Teaching Your Child to Read With Letter Names and Letter Sounds
Before a child can learn to read, he or she must first learn at least some of the letters in the alphabet, their names, and the sounds that they represent. To be able to read, a child must be able to recognize the letters, know the sounds of the letters, and be able to quickly connect the sounds together to say the word. The question I get asked often is should you teach the letter name, letter sound, or teach both together at the same time?
Should You Teach Letter Names, Sounds, or Both Together?
Studies have shown that teaching a child alphabet names and sounds together produces the best results.
In fact, studies have found that there is little value in teaching preschoolers letter forms or letter sounds separately. This was indicated by an Australian study involving 76 preschool children. The children received 6 weeks of training in either letter awareness, phonemic awareness, or control tasks, and then received another 6 weeks of training in either letter-sound correspondence or control tasks. The study found that training in either phoneme or letter awareness assisted with learning of letter-sound correspondences, and that the phonemically trained children group had an advantage on recognition tasks. The study found that there is little value in training in letter form or letter sounds separately. 
So yes, we should teach letter names together with letter sounds.
Other studies have also determined that teaching the letter names and sounds together helped children learn.
58 preschool children were randomly assigned to receive instructions in letter names and sounds, letter sound only, or numbers (control group). The results of this study are consistent with past research results in that it found children receiving letter name and sound instruction were most likely to learn the sounds of letters whose names included cues to their sounds.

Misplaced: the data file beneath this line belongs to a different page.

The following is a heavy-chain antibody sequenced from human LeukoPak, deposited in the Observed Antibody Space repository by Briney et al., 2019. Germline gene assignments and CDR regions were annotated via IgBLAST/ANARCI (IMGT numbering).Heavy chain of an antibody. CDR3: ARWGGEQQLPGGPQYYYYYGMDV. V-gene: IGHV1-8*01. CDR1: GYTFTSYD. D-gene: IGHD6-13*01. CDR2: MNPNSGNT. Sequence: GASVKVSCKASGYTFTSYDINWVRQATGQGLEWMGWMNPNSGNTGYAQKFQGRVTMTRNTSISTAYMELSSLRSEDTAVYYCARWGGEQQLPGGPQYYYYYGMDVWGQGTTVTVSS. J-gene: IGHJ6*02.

Additional studies stated: "Typical U.S. children use their knowledge of letters' names to help learn the letters' sounds." 
"...knowing the letter names helps children learn basic letter-sound relation because most names contain the relevant sounds. Differences between children in the experimental and control groups indicated that letter-name knowledge had a significant impact on letter-sound learning. Furthermore, letters with names containing the relevant sound facilitated letter-sound learning." 
Teach Letter Name and Sound Together
As you can see, letter names and letter sounds should be taught together. A child should learn the name and the sound of the alphabet letters, where letters with names that contain the relevant sound helps to enhance the letter-sound learning. When teaching your child the alphabet, instead of simply teaching them the name or sound of the alphabet separately, teach them together like so:
"This is the letter A, and the letter A makes the /a/ sound." (note: the slashes // denote the sound letter "A" makes, and not its name).
I should point out here, however, is that the letter sound is far more important in teaching phonetic reading, and typically, after I've introduced the letter name and sound to my students, we work almost solely with just the letter sounds.
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Castles A, Coltheart M, Wilson K, Valpied J, Wedgwood J.
2. J Exp Child Psychol. 2010 Apr;105(4):324-44. Epub 2010 Jan 25.
Learning letter names and sounds: effects of instruction, letter type, and phonological processing skill.
Piasta SB, Wagner RK.
3. Cognition. 2008 Mar;106(3):1322-38. Epub 2007 Aug 9.
Which children benefit from letter names in learning letter sounds?
Treiman R, Pennington BF, Shriberg LD, Boada R.
4. J Exp Child Psychol. 2004 Jul;88(3):213-33.
Knowing letter names and learning letter sounds: a causal connection.